Everything Must Go

10 Oct

Roll up, roll up for the sale of the century. We have an exquisite little number on show for you today. A quaint little property adjoining the fabulous environs of Stanley Park in the heart of Merseyside. This site may have seen better times, but it nevertheless offers the purchaser the opportunity to regale himself (or herself – this is a buyer’s market after all) in the warmth and glow of a loving and loyal local population which will no doubt do its utmost to make the new owner feel welcome with its world-renowned humour, legendary tales of bootrooms and an unshakeable belief in the twin ideals of Pass and Move. It’s not going cheap, but what we can offer you is the chance to put yourself on the property ladder of one of the world’s most secretive and bloated markets; no questions asked. Debt? Don’t worry about it. If you need it and ask nicely, the more we’ll give you. And to make this once in a lifetime offer even more attractive, we’ll promise you that if you can’t afford the upkeep, you can merely flog it to the next vainglorious chump, oops, we meant budding entrepreneur who’s willing to take up the slack. Just walk away and don’t worry, they’ll keep coming back for more, singing their quaint little ditties and wallowing in their own sense of nostalgia.

Sad, isn’t it? Liverpool owe Royal Bank of Scotland £280 million and have been ordered to pay up by 15th October. Should the current owners be unable to find a willing buyer this week, the club faces the unthinkable prospect of going into administration and as a consequence suffer the fate of Portsmouth by having nine points deducted that will in turn plunge the club into a very real fight for Premier League survival. While I feel no great affinity or love for Liverpool Football Club and would find it refreshing to see such a big name humbled in the lower leagues (see Walking Alone), the very fact that this might occur through a system of handicapping a club, (due to the reckless mismanagement of those charged with overseeing its financial well-being) is an injustice that needs to be rectified with immediate effect. Why should the profit-orientated greedmerchants that ran the likes of Crystal Palace, Southampton and Leeds into the ground not be investigated and duly punished after the event rather than heap the woe onto the shoulders of fans who continue to turn up, year upon year?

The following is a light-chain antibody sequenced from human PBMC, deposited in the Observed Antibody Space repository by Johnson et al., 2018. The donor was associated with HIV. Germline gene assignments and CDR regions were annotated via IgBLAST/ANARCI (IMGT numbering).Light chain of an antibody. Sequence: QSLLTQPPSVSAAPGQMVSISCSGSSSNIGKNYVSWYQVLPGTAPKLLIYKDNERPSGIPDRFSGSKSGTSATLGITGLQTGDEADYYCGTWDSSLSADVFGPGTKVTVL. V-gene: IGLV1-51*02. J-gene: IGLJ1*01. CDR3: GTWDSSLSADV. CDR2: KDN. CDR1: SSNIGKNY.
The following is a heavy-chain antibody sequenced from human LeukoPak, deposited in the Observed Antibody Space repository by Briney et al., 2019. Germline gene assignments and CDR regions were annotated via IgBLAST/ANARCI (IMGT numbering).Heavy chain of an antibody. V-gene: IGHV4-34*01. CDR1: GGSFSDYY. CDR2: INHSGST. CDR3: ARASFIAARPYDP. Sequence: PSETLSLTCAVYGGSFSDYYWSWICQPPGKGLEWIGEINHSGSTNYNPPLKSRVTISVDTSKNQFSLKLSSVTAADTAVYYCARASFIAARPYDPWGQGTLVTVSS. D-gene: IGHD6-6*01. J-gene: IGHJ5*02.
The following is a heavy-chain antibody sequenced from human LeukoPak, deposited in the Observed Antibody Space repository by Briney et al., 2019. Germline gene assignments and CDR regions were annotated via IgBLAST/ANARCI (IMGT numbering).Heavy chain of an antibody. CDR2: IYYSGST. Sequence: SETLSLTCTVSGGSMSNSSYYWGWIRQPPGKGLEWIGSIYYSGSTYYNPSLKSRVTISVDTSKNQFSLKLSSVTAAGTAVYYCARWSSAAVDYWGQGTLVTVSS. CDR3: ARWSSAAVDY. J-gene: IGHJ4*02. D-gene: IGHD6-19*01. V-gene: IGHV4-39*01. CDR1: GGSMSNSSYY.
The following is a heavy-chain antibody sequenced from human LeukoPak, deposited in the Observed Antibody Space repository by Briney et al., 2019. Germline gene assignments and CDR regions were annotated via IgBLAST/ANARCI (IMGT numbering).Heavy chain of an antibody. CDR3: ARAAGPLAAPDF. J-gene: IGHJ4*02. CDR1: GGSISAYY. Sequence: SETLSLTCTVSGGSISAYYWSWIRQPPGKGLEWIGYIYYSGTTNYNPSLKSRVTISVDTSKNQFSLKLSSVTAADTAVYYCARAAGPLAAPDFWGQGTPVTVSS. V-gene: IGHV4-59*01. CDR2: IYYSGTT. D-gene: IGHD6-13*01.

Perhaps, there isn’t anything strictly illegal about the incompetent ownership of the likes of Tom Hicks and George Gillett but if I were deemed to be anything other than ‘satisfactory’ in my job, I would certainly be required to seek measures to improve my performance by the powers-that-be and if that failed to spark any kind of improvement , I would be rightly dismissed. But the laissez-faire, turn a blind eye atmosphere that currently pervades the country is as prevalent in football as it is anywhere else. The bankers who managed to sink this country financially have seemingly escaped without any kind of punitive measure being taken as far as I can see, leaving public workers to pick up the tab whilst the coalition is doing a great job in alienating just about anybody who isn’t earning upwards of £50,000 with the draconian financial cuts they are proposing left, right and centre. And there I was thinking the class war was over…